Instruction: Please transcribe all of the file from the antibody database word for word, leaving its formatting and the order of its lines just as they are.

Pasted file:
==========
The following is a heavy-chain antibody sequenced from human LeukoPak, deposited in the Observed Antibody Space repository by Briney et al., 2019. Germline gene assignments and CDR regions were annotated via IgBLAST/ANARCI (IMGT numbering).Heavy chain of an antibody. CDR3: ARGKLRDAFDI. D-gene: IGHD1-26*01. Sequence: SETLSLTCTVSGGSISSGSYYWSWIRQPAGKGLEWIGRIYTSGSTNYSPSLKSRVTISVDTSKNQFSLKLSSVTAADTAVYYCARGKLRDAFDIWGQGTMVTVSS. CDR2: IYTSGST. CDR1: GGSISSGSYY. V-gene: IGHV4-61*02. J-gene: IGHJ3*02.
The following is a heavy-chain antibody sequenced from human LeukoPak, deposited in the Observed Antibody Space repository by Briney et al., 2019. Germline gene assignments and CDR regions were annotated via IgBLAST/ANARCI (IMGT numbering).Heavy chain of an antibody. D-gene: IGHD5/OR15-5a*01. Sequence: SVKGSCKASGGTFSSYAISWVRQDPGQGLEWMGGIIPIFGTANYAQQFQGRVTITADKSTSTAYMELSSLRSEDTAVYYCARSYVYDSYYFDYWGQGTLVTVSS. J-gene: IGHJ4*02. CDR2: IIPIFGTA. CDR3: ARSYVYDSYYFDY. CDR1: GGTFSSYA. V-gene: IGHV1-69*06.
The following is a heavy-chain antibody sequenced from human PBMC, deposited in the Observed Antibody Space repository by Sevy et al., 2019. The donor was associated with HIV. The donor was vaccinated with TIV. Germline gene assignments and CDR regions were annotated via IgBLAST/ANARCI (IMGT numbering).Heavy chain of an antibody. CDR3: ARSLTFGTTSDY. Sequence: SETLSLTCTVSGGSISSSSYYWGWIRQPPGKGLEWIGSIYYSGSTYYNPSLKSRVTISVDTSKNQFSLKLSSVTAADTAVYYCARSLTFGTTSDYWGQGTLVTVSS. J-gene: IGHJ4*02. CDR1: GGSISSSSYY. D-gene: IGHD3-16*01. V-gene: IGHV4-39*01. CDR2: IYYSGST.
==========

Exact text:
The following is a heavy-chain antibody sequenced from human LeukoPak, deposited in the Observed Antibody Space repository by Briney et al., 2019. Germline gene assignments and CDR regions were annotated via IgBLAST/ANARCI (IMGT numbering).Heavy chain of an antibody. CDR3: ARGKLRDAFDI. D-gene: IGHD1-26*01. Sequence: SETLSLTCTVSGGSISSGSYYWSWIRQPAGKGLEWIGRIYTSGSTNYSPSLKSRVTISVDTSKNQFSLKLSSVTAADTAVYYCARGKLRDAFDIWGQGTMVTVSS. CDR2: IYTSGST. CDR1: GGSISSGSYY. V-gene: IGHV4-61*02. J-gene: IGHJ3*02.
The following is a heavy-chain antibody sequenced from human LeukoPak, deposited in the Observed Antibody Space repository by Briney et al., 2019. Germline gene assignments and CDR regions were annotated via IgBLAST/ANARCI (IMGT numbering).Heavy chain of an antibody. D-gene: IGHD5/OR15-5a*01. Sequence: SVKGSCKASGGTFSSYAISWVRQDPGQGLEWMGGIIPIFGTANYAQQFQGRVTITADKSTSTAYMELSSLRSEDTAVYYCARSYVYDSYYFDYWGQGTLVTVSS. J-gene: IGHJ4*02. CDR2: IIPIFGTA. CDR3: ARSYVYDSYYFDY. CDR1: GGTFSSYA. V-gene: IGHV1-69*06.
The following is a heavy-chain antibody sequenced from human PBMC, deposited in the Observed Antibody Space repository by Sevy et al., 2019. The donor was associated with HIV. The donor was vaccinated with TIV. Germline gene assignments and CDR regions were annotated via IgBLAST/ANARCI (IMGT numbering).Heavy chain of an antibody. CDR3: ARSLTFGTTSDY. Sequence: SETLSLTCTVSGGSISSSSYYWGWIRQPPGKGLEWIGSIYYSGSTYYNPSLKSRVTISVDTSKNQFSLKLSSVTAADTAVYYCARSLTFGTTSDYWGQGTLVTVSS. J-gene: IGHJ4*02. CDR1: GGSISSSSYY. D-gene: IGHD3-16*01. V-gene: IGHV4-39*01. CDR2: IYYSGST.